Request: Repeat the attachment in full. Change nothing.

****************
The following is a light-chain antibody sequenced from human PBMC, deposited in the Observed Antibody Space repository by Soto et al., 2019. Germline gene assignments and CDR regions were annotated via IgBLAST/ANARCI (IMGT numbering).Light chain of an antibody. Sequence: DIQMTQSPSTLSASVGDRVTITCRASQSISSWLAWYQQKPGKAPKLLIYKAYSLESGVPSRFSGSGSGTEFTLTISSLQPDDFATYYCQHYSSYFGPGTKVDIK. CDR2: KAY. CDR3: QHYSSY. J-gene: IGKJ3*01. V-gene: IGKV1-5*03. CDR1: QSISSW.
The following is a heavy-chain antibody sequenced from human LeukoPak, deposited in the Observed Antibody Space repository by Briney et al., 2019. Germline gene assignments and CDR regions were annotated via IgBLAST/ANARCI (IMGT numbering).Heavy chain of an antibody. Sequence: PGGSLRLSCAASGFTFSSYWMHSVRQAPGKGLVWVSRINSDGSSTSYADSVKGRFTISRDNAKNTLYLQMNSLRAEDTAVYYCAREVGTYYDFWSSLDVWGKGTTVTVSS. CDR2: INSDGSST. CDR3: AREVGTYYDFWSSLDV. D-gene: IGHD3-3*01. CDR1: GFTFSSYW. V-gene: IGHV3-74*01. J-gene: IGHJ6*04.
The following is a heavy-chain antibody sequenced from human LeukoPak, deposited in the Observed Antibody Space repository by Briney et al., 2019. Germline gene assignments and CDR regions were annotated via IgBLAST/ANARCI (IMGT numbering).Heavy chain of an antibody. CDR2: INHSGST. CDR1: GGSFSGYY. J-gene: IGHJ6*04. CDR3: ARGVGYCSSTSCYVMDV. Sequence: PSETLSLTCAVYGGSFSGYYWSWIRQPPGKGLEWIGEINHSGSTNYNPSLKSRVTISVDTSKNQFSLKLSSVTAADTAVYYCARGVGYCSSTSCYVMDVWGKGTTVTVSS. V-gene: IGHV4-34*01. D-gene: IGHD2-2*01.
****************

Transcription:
The following is a light-chain antibody sequenced from human PBMC, deposited in the Observed Antibody Space repository by Soto et al., 2019. Germline gene assignments and CDR regions were annotated via IgBLAST/ANARCI (IMGT numbering).Light chain of an antibody. Sequence: DIQMTQSPSTLSASVGDRVTITCRASQSISSWLAWYQQKPGKAPKLLIYKAYSLESGVPSRFSGSGSGTEFTLTISSLQPDDFATYYCQHYSSYFGPGTKVDIK. CDR2: KAY. CDR3: QHYSSY. J-gene: IGKJ3*01. V-gene: IGKV1-5*03. CDR1: QSISSW.
The following is a heavy-chain antibody sequenced from human LeukoPak, deposited in the Observed Antibody Space repository by Briney et al., 2019. Germline gene assignments and CDR regions were annotated via IgBLAST/ANARCI (IMGT numbering).Heavy chain of an antibody. Sequence: PGGSLRLSCAASGFTFSSYWMHSVRQAPGKGLVWVSRINSDGSSTSYADSVKGRFTISRDNAKNTLYLQMNSLRAEDTAVYYCAREVGTYYDFWSSLDVWGKGTTVTVSS. CDR2: INSDGSST. CDR3: AREVGTYYDFWSSLDV. D-gene: IGHD3-3*01. CDR1: GFTFSSYW. V-gene: IGHV3-74*01. J-gene: IGHJ6*04.
The following is a heavy-chain antibody sequenced from human LeukoPak, deposited in the Observed Antibody Space repository by Briney et al., 2019. Germline gene assignments and CDR regions were annotated via IgBLAST/ANARCI (IMGT numbering).Heavy chain of an antibody. CDR2: INHSGST. CDR1: GGSFSGYY. J-gene: IGHJ6*04. CDR3: ARGVGYCSSTSCYVMDV. Sequence: PSETLSLTCAVYGGSFSGYYWSWIRQPPGKGLEWIGEINHSGSTNYNPSLKSRVTISVDTSKNQFSLKLSSVTAADTAVYYCARGVGYCSSTSCYVMDVWGKGTTVTVSS. V-gene: IGHV4-34*01. D-gene: IGHD2-2*01.